We finally know where most of Stonehenge’s sarsen stones came from
Andre Pattenden (English Heritag
The origins of the giant boulders at Stonehenge have long been a mystery – but now we have uncovered where they came from.
David Nash at the University of Brighton in the UK and his colleagues have identified the source of 50 of the 52 large boulders, known as sarsens, that make up the monument’s iconic stone circle.
By analysing the stones’ chemical composition, the team has traced their origins to 25 kilometres away from the monument, in the West Woods in Wiltshire.
The sarsens comprise Stonehenge’s outer circle as well as a horseshoe-shaped inner ring. Many are in trilithons: two vertical stones topped with a horizontal lintel.
Stonehenge also contains smaller rocks, known as bluestones, near its centre, the origins of which have previously been traced to Wales.
The researchers analysed the chemistry of the sarsens via a technique called portable X-ray fluorescence spectrometry, essentially a handheld X-ray gun. With this, they took five readings at different positions for each stone.
This revealed that 50 sarsens shared a common chemistry, containing more than 99 per cent silica, with trace elements including aluminium, calcium and iron.
“Two, much to our surprise, were different to that main cluster, but also different to each other,” says Nash. This suggests they have two separate origins.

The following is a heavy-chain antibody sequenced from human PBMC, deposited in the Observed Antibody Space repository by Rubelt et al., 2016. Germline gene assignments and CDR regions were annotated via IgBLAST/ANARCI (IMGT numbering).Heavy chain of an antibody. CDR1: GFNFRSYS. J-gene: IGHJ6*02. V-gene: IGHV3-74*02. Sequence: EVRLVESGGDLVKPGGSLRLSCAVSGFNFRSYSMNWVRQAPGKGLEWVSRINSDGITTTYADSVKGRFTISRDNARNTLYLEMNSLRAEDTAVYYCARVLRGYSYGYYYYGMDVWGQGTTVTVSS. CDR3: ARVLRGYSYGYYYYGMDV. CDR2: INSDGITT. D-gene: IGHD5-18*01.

Next, the researchers analysed a fragment of stone, taken from a collapsed sarsen when it was re-erected in 1958, to obtain a geochemical breakdown of the rock. They used this to sample areas of similar stone across southern Britain.
The site in the West Woods, one of six the team sampled in the Marlborough Downs, turned up with a match. “We didn’t expect we would ever find the original source area,” says Nash.
Identifying the origins of the sarsens opens up the possibility of future archaeological research into the routes they may have been transported to Stonehenge, says Nash.
The origins of the other two sarsens have yet to be identified.
Journal reference: Science Advances, DOI: 10.1126/sciadv.abc0133
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